"By this time the reader may
well be asking, 'But what has
all this to do with the Devil and
all his works?'" Tndeed. as this
was the exact phrase I had in
mind. I decided I must be psy-
chic. In any case, although the
author had not yet reached the
supposed theme of the book, he
seemed about to do so. Un-
fortunately, this was not quite
so. and after telling us how it
is assumed that magic works (he
defines it as the application of
scientific laws which are still
unknown to our recognized sci-
entists), he then abandons the
subject of maic and goes on to
tell us' that to reach any con-
clusion about the Devil by basing
it on the practices of one peo-
ple or the tenets of a single re-
ligion w o u 1 d be futile. Mr.
Wheatly is not to be praised for
organization.
At this point, still circumam-
bulating his subject. the author
goes on to describe practically
every religion conjured by man.
In part four, entitled "Beliefs in
the Past 2,500 Years," the auth-
or gives us descriptions of man's
latest inventions in the way of
religion, bringing out any points
r e 1 a t i n g to occult practices,
which are very few. Nowhere is
there more than a passing ref-
erence to black magic, or the
Devil, and many small, fascin-
ating cults are overlooked. There
is no mention, for instance, of
the Yezidis a Near Eastern cult
who worship the Devil in the
form of a peacock and about
whom little is known except they
are hostile to outsiders.
Part five, "Of Witches and
Warlocks," brings together a
motley collection of subjects,

ranging from the Little People
to alchemists. Also discussed is
the evolution of the image of tle
Devil from hst of just a wicked
man to a bestial monster with
horns, hooves. scaly wings and
s p i k e d tail invented by the
Church in the Middle Ages. Sor-
cerers are also dealt with quite
briefly in this chapter and here
too is given the tale of the priest
Urban Graridier who was con-
'fessor to the nuns at the Con-
vent of Loudun. At his trial in
1634, it was alleged that he had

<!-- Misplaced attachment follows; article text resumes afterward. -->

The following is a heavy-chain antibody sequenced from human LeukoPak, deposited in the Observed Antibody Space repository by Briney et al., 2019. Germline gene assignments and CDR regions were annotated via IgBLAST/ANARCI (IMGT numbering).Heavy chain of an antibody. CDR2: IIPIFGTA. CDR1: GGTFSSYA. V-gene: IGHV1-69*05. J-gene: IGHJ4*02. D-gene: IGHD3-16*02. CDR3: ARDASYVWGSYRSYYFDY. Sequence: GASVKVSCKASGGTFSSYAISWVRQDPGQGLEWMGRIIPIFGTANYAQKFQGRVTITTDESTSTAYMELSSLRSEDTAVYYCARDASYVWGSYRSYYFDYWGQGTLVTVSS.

turned the convenit into a
harem, though unfortunately no
details are given of how he ac-
complished this remarkable feat.
Wheatley does. however, give us
a reproduction of the pact, writ-
ten in. blood, by which Urban
Grandier is said to have sold his
soul to the Devil. This "pact,"
sad to say, is hardly revealing
for it is practically illegible.,
In a short section entitled
"Tools of the Trade," Mr.
Wheatley gives a list of equip-
ment and ingredients necessary

Devil
dom sources which seem to in-
dicyate a growth of witchcraft in
most civilized nations. This is,
in effect, the end of the book,
though after this section we find
a few more pages devoted-to Mr.
Wheatley's "Conclusions and the
Way." in which he supports re-
incarnation and urges us all to
lead good lives, to do no harm to
others, and to be fearless of
death.
On the whole, then, the book
is not so much about the powers
of darkness as the powers -of
light. Although Mr. Wheatley
states,. at the beginning of the
book that the influence wielded
by the two powers'is equal, it
would seem that by devoting less
of the book to the powers of
darkness, the author is trying to
unequalize the situation in favor
of light. Considering the interest
in witchcrart and the occult
these past few years, Mr.
Wheatley may well have a point.
Father Richard Woods, philoso.
phy ins-ructor at Chicago's Loy-

-from The Complete Woodcuts of Albrecht, Durer

Said the anthropol

Martin Wolf, SAID THE
ANTHROPOLOGIST FROM
OUTER SPACE, New Voices
Press, $1.95.
By LAURA SEAGER
There aren't any tribes left,
not the kind that Mead and
Malinowski poked at with
righteous sticks. Anthropologists
have been left with coffee plan-
tations, the oil fields of Vene-
zuela and the vagaries of large
organizations. It ain't much. By
the same token, young poets
seem obsessed with the thread-
like spinnings of their own
faintly emerging tribe, that
worthless ordering of their own
generation. They are orgiastic
without any supporting system
of symbols. And it is always
an iconography that gives an
orgy strength and solidity.